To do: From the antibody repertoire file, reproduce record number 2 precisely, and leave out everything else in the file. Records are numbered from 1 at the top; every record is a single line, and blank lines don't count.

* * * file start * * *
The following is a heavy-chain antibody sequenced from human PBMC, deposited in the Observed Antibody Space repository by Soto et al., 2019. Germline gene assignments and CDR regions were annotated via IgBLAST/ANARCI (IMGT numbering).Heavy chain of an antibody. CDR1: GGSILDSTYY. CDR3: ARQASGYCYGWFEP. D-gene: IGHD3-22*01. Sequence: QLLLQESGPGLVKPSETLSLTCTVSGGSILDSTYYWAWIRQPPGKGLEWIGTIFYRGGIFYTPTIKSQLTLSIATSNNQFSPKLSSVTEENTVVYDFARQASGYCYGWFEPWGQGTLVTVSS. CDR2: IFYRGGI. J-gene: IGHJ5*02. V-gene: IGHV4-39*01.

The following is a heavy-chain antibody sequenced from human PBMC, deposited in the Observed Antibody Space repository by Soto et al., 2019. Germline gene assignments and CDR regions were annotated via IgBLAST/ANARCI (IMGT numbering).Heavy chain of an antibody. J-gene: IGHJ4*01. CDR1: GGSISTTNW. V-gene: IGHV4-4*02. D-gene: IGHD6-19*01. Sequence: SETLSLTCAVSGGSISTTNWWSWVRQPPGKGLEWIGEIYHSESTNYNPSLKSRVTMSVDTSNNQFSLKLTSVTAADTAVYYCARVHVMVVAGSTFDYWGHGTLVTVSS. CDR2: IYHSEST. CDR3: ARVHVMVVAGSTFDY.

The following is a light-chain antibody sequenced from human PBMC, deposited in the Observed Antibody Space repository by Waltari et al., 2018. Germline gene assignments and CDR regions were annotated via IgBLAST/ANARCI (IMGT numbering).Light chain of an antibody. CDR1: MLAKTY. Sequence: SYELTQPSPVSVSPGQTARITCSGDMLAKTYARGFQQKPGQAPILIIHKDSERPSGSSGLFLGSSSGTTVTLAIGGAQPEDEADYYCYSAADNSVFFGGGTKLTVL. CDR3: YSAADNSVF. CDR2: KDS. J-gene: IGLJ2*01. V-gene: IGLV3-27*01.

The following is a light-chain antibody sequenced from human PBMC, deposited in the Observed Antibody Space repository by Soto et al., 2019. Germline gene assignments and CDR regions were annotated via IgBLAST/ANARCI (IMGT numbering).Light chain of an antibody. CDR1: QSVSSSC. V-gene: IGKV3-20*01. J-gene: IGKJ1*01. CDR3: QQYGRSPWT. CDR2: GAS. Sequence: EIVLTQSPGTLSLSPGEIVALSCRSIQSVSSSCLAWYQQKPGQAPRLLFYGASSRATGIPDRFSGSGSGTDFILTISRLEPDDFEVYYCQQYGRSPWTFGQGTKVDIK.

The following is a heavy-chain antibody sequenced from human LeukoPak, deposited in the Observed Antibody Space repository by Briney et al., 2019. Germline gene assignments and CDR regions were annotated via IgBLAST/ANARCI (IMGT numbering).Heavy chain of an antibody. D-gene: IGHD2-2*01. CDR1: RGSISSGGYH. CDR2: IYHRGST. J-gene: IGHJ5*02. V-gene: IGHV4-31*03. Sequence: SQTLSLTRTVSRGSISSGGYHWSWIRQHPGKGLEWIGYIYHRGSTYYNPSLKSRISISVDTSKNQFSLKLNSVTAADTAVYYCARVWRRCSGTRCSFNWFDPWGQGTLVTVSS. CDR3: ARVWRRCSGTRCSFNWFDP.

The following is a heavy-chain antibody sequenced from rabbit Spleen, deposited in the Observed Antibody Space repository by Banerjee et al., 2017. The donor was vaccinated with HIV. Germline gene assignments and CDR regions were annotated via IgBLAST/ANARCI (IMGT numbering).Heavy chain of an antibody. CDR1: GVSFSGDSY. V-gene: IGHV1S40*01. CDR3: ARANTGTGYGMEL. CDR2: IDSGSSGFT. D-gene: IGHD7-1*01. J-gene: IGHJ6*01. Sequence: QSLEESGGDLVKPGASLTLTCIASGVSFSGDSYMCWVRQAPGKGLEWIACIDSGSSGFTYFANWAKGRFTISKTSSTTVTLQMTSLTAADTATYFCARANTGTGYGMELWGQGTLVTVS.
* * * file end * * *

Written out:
The following is a heavy-chain antibody sequenced from human PBMC, deposited in the Observed Antibody Space repository by Soto et al., 2019. Germline gene assignments and CDR regions were annotated via IgBLAST/ANARCI (IMGT numbering).Heavy chain of an antibody. J-gene: IGHJ4*01. CDR1: GGSISTTNW. V-gene: IGHV4-4*02. D-gene: IGHD6-19*01. Sequence: SETLSLTCAVSGGSISTTNWWSWVRQPPGKGLEWIGEIYHSESTNYNPSLKSRVTMSVDTSNNQFSLKLTSVTAADTAVYYCARVHVMVVAGSTFDYWGHGTLVTVSS. CDR2: IYHSEST. CDR3: ARVHVMVVAGSTFDY.